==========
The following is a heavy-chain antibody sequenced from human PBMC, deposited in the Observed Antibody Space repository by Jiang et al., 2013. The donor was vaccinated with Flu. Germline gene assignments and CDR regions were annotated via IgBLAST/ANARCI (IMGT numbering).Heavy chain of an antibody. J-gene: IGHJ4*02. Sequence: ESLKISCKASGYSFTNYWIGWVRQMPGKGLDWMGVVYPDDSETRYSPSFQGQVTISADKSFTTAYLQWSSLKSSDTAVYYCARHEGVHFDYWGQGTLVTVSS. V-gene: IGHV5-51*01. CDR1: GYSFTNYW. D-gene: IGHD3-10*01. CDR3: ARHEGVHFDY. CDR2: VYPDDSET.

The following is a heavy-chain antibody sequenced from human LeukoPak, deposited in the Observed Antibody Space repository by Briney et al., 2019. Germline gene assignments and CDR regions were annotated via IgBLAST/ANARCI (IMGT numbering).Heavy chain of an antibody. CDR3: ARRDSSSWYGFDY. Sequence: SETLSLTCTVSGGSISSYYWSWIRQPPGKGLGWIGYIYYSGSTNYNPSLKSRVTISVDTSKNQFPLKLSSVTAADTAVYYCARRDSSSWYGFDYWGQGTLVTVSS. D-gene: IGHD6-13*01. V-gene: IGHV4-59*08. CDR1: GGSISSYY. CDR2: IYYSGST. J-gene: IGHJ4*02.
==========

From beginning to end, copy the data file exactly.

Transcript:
The following is a heavy-chain antibody sequenced from human PBMC, deposited in the Observed Antibody Space repository by Jiang et al., 2013. The donor was vaccinated with Flu. Germline gene assignments and CDR regions were annotated via IgBLAST/ANARCI (IMGT numbering).Heavy chain of an antibody. J-gene: IGHJ4*02. Sequence: ESLKISCKASGYSFTNYWIGWVRQMPGKGLDWMGVVYPDDSETRYSPSFQGQVTISADKSFTTAYLQWSSLKSSDTAVYYCARHEGVHFDYWGQGTLVTVSS. V-gene: IGHV5-51*01. CDR1: GYSFTNYW. D-gene: IGHD3-10*01. CDR3: ARHEGVHFDY. CDR2: VYPDDSET.

The following is a heavy-chain antibody sequenced from human LeukoPak, deposited in the Observed Antibody Space repository by Briney et al., 2019. Germline gene assignments and CDR regions were annotated via IgBLAST/ANARCI (IMGT numbering).Heavy chain of an antibody. CDR3: ARRDSSSWYGFDY. Sequence: SETLSLTCTVSGGSISSYYWSWIRQPPGKGLGWIGYIYYSGSTNYNPSLKSRVTISVDTSKNQFPLKLSSVTAADTAVYYCARRDSSSWYGFDYWGQGTLVTVSS. D-gene: IGHD6-13*01. V-gene: IGHV4-59*08. CDR1: GGSISSYY. CDR2: IYYSGST. J-gene: IGHJ4*02.